Two alerts for Maryland residents:
HB 73 would effectively repeal the 2012 Maryland Court of Appeals ruling. The bill is currently in the House Judiciary Committee:http://blessthebullys.wordpress.com/201 ... -on-12314/
HB 422 would prohibit breed specific ordinances in Maryland. A hearing is set for Feb. 20 in the House Judiciary Committee. http://blessthebullys.wordpress.com/201 ... -maryland/
Legislature trying again to unlabel 'inherently dangerous' pit bulls
Monday, February 3, 2014 2:00 am
Two years have passed since an unfortunate ruling by the Maryland Court of Appeals designating pit bulls as “inherently dangerous” sent tremors through the community of pit-bull owners.
Not only did that ruling — the result of an opinion in the Tracey v. Solesky case, in which a 10-year-old boy was badly injured in an attack — characterize pits unfairly as ticking time bombs, it made the state’s landlords as liable as owners for damages should a renter’s dog attack anyone on their premises.
“When an attack involves pit bulls,” reads the 2012 opinion by Judge Dale R. Cathell, “it is no longer necessary to prove that the particular pit bull or pit bulls are dangerous.”
This new aspect of the law failed to account for what makes a dog breed — any breed — dangerous in the first place: That’s the owner’s responsibility, either through irresponsible neglect, mistreatment or intentional training.
As we discussed in a May 2012 editorial, targeting a specific breed for regulation is narrow-minded and out of all proportion to the severity of the problem.
“We have so many pits here and there are obviously good and bad dogs, just like any breed,” Ali Newman, of the Anne Arundel County Society for the Prevention of Cruelty to Animals, told The (Annapolis) Capital. “But for the most part, they’re very lovable dogs.”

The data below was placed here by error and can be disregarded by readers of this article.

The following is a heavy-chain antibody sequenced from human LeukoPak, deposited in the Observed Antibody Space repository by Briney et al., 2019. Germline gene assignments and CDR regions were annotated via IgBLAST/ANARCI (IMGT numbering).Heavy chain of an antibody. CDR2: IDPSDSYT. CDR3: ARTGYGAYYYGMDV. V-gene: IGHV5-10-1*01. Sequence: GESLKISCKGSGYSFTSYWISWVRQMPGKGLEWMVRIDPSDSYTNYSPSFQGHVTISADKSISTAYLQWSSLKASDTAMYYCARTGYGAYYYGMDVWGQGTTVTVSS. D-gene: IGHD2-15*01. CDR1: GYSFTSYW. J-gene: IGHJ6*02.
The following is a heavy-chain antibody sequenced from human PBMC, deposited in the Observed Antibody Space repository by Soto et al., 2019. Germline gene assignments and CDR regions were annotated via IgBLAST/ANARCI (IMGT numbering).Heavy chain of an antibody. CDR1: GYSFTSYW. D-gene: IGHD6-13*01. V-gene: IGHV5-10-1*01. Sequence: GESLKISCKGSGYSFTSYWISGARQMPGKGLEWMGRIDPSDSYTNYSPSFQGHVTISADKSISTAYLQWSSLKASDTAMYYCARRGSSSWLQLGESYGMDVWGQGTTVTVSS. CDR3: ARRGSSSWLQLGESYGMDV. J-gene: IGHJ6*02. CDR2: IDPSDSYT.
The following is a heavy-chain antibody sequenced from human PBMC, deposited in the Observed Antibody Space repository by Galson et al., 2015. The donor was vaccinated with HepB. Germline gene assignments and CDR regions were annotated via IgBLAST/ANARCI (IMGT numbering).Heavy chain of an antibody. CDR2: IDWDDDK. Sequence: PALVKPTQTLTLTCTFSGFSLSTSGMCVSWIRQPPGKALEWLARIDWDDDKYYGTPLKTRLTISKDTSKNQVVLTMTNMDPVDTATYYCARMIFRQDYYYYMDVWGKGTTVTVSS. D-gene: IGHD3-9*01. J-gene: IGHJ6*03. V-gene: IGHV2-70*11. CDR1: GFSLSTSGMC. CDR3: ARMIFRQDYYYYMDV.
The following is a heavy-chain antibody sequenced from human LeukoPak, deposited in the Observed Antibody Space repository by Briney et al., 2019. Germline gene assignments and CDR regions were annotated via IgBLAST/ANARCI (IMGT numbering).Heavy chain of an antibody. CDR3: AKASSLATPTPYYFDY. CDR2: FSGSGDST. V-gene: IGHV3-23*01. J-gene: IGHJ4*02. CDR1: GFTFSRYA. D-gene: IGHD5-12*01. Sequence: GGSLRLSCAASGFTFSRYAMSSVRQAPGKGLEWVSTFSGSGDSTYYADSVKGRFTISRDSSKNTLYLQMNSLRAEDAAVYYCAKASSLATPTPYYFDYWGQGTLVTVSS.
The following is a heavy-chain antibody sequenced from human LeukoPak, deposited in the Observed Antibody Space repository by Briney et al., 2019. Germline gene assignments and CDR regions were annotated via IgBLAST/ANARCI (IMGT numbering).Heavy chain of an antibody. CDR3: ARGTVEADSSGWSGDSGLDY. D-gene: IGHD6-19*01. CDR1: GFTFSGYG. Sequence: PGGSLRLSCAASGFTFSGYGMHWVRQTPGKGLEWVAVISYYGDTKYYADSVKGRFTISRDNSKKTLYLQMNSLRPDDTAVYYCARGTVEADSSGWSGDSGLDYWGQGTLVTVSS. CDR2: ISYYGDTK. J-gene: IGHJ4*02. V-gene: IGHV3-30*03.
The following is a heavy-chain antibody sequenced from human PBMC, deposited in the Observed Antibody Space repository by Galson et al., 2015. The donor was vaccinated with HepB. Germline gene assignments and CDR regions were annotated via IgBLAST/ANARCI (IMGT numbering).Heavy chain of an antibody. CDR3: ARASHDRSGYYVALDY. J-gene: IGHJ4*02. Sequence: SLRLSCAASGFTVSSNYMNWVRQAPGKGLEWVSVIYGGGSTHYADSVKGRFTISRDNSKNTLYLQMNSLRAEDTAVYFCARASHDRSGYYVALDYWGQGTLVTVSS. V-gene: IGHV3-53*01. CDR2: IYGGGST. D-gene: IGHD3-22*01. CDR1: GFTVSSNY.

The appeals court opinion was an unbelievably shortsighted, broad-brush ruling that seemed to rely on a popular myth about the pit bull breed rather than sound science or a factual analysis. Ramifications quickly followed as landlords handed down ultimatums to their lessees: Lose the dogs or lose your homes.
Animal shelters felt the strain as they began to fill up with dogs whose owners were forced to give them up. The Humane Society estimates that about 70,000 Marylanders have pit bull-type dogs.
Pit-bull proponents scrambled unsuccessfully in the last session to have the Maryland General Assembly pass legislation to overturn the ruling. A bill passed the Senate but was hung up at the last minute in the House.
Proponents are getting a second shot with a bill filed by Delegate Luis Simmons and Sen. Brian Frosh, both Montgomery County Democrats. The legislation creates a “rebuttable presumption” in all dog-bite cases for all breeds. The presumption is that an owner knew or should have known his or her dog was dangerous. The owner can then rebut this assertion with testimony or evidence to the contrary. A jury, not a summary judgment of the judge, would decide whether or not the owner was aware of the danger.
It was a bill similar to this one that failed to pass the Legislature last year. Once again, it seems the bill is more likely to pass the Senate than the House. It’s a shame. We’re not sure what the reluctance is from House lawmakers to correct such an ill-thought-out precedent handed down from the Court of Appeals.
Had the appeals court created a tax loophole for dog owners, you can bet a majority of the state house would have patched that hole the day after the ruling. The brains in Annapolis should be able to come up with a fix.http://www.fredericknewspost.com/your_l ... 0bd00.html